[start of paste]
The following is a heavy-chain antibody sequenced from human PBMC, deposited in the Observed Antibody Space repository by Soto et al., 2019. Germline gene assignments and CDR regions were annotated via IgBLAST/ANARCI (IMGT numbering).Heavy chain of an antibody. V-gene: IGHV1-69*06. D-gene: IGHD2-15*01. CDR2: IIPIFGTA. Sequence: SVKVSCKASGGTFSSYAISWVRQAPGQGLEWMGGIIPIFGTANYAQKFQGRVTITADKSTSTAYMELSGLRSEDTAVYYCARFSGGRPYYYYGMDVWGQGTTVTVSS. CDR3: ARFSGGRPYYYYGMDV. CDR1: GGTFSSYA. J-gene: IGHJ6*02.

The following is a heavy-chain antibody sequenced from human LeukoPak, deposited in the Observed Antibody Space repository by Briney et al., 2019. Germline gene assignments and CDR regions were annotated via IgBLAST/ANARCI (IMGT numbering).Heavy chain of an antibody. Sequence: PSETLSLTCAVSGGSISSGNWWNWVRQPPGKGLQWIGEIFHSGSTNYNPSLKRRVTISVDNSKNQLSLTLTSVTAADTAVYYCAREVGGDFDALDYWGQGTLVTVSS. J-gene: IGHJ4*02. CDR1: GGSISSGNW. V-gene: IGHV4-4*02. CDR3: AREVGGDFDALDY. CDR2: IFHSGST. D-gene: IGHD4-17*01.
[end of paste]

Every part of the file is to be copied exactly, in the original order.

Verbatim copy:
The following is a heavy-chain antibody sequenced from human PBMC, deposited in the Observed Antibody Space repository by Soto et al., 2019. Germline gene assignments and CDR regions were annotated via IgBLAST/ANARCI (IMGT numbering).Heavy chain of an antibody. V-gene: IGHV1-69*06. D-gene: IGHD2-15*01. CDR2: IIPIFGTA. Sequence: SVKVSCKASGGTFSSYAISWVRQAPGQGLEWMGGIIPIFGTANYAQKFQGRVTITADKSTSTAYMELSGLRSEDTAVYYCARFSGGRPYYYYGMDVWGQGTTVTVSS. CDR3: ARFSGGRPYYYYGMDV. CDR1: GGTFSSYA. J-gene: IGHJ6*02.

The following is a heavy-chain antibody sequenced from human LeukoPak, deposited in the Observed Antibody Space repository by Briney et al., 2019. Germline gene assignments and CDR regions were annotated via IgBLAST/ANARCI (IMGT numbering).Heavy chain of an antibody. Sequence: PSETLSLTCAVSGGSISSGNWWNWVRQPPGKGLQWIGEIFHSGSTNYNPSLKRRVTISVDNSKNQLSLTLTSVTAADTAVYYCAREVGGDFDALDYWGQGTLVTVSS. J-gene: IGHJ4*02. CDR1: GGSISSGNW. V-gene: IGHV4-4*02. CDR3: AREVGGDFDALDY. CDR2: IFHSGST. D-gene: IGHD4-17*01.